4 results match your criteria Biology and medicine Aligarh[Journal]

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Cancer Stem Cells: Dynamic Entities in an Ever-Evolving Paradigm.

Biol Med (Aligarh) 2015 Nov 11;7(Suppl 2). Epub 2014 Nov 11.

Hugo W. Moser Research Institute at Kennedy Krieger, USA; Johns Hopkins School of Medicine, Baltimore, Maryland, USA.

The cancer stem cell (CSC) hypothesis postulates that there is a hierarchy of cellular differentiation within cancers and that the bulk population of tumor cells is derived from a relatively small population of multi-potent neoplastic stem-like cells (CSCs). This tumor-initiating cell population plays an important role in maintaining tumor growth through their unlimited self-renewal, therapeutic resistance, and capacity to propagate tumors through asymmetric cell division. Recent findings from multiple laboratories show that cancer progenitor cells have the capacity to de-differentiate and acquire a stem-like phenotype in response to either genetic manipulation or environmental cues. Read More

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http://dx.doi.org/10.4172/0974-8369.1000S2-001DOI Listing
http://www.ncbi.nlm.nih.gov/pmc/articles/PMC4857888PMC
November 2015
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Two Faces of Cathepsin D: Physiological Guardian Angel and Pathological Demon.

Biol Med (Aligarh) 2014 Jul;6(2)

Robert H. Lurie Comprehensive Cancer Center, Northwestern University Feinberg School of Medicine, 2300 Children's Plaza, Box 222, Chicago, Illinois, 60614-3394, USA.

Since its discovery as a lysosomal hydrolase, Cathepsin D (CatD) has been the subject of intensive scrutiny by numerous scientists. Those accumulated efforts have defined its biosynthetic pathway, structure, and companion proteins in the context of its perceived "house keeping" function. However, in the past two decades CatD has emerged as a multifunctional enzyme, involved in myriad biological processes beyond its original "housekeeping" role. Read More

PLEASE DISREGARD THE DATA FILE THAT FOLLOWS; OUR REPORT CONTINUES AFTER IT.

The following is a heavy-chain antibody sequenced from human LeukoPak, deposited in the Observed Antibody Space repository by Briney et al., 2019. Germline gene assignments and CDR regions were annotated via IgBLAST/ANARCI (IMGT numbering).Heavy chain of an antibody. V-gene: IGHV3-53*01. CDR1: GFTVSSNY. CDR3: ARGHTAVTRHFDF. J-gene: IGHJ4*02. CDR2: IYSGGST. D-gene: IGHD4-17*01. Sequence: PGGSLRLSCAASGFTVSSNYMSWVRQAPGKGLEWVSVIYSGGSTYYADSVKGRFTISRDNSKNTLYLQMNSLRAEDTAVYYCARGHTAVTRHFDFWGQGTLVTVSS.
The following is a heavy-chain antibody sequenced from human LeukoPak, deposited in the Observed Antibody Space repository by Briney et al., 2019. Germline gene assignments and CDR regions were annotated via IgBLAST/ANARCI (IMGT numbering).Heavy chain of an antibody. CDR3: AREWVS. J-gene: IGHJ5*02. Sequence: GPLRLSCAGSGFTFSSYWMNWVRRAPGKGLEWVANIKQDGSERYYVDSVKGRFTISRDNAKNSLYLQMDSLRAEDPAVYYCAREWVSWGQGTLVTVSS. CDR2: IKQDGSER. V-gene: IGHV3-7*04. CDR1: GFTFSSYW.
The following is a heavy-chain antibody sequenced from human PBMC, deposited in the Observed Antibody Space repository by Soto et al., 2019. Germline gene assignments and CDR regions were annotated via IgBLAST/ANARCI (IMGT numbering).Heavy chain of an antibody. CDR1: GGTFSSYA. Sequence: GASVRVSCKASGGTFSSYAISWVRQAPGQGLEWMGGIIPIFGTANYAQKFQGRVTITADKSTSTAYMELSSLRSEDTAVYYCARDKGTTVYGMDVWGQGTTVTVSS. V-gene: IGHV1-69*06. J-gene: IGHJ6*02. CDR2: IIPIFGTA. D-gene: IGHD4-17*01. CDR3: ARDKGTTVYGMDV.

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http://dx.doi.org/10.4172/0974-8369.1000206DOI Listing
http://www.ncbi.nlm.nih.gov/pmc/articles/PMC4318633PMC
July 2014
17 Reads

GABA Receptor Expression in the Forebrain of Ataxic Mice.

Biol Med (Aligarh) 2014 ;6(1)

NeuroSearch A/S, Pederstrupvej 93, 2750 Ballerup, Denmark ; School of Biological and Biomedical Sciences, Durham University, South Road, Science Laboratories, Durham DH1 3LE, United Kingdom ; Vision Research Center, Department of Ophthalmology University of Missouri, Kansas City, School of Medicine, 2411 Holmes St., Kansas City, MO 64108, USA ; K&P Scientific LLC, 8570 N Hickory St. Ste. 412, Kansas City, MO 64155, USA.

The human CACNA1A gene encodes the pore-forming α subunit of Ca2.1 (P/Q-type) calcium channels and is the locus for several neurological disorders, including episodic ataxia type 2 (EA2), spinocerebellar ataxia type 6 (SCA6) and Familial Hemiplegic Migraine type 1 (FHM1). Several spontaneous mouse Cacna1a mutant strains exist, among them (), carrying the R1262G point mutation in the mouse Cacna1a gene. Read More

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http://dx.doi.org/10.4172/1234-3425.1000198DOI Listing
http://www.ncbi.nlm.nih.gov/pmc/articles/PMC4191822PMC
January 2014

Muscarinic receptor antagonist and an alpha-adrenergic agonist are required in combination to provide stable mydriasis following intravitreal injection in mice.

Biol Med (Aligarh) 2010 Jan;2(1):17-23

Verna and Marrs McLean Department of Biochemistry and Molecular Biology, One Baylor Plaza, Baylor College of Medicine, Houston, TX 77030, USA.

Tropicamide (muscarinic receptor antagonist) and phenylephrine (α-adrenergic receptor agonist) are commonly used to dilate the pupils by topical application. These two eye drops are often used, singly or in combination, to dilate the pupil and perform acute light-evoked physiological experiments (electroretinography, for example), before and after intravitreal injections of pharmacological agents, as an assay for their affect on retinal activity. This study wanted to determine whether treatment with one of these drugs, or with both, is most effective in maintaining mydriasis after intravitreal injections. Read More

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http://www.ncbi.nlm.nih.gov/pmc/articles/PMC2941443PMC
January 2010
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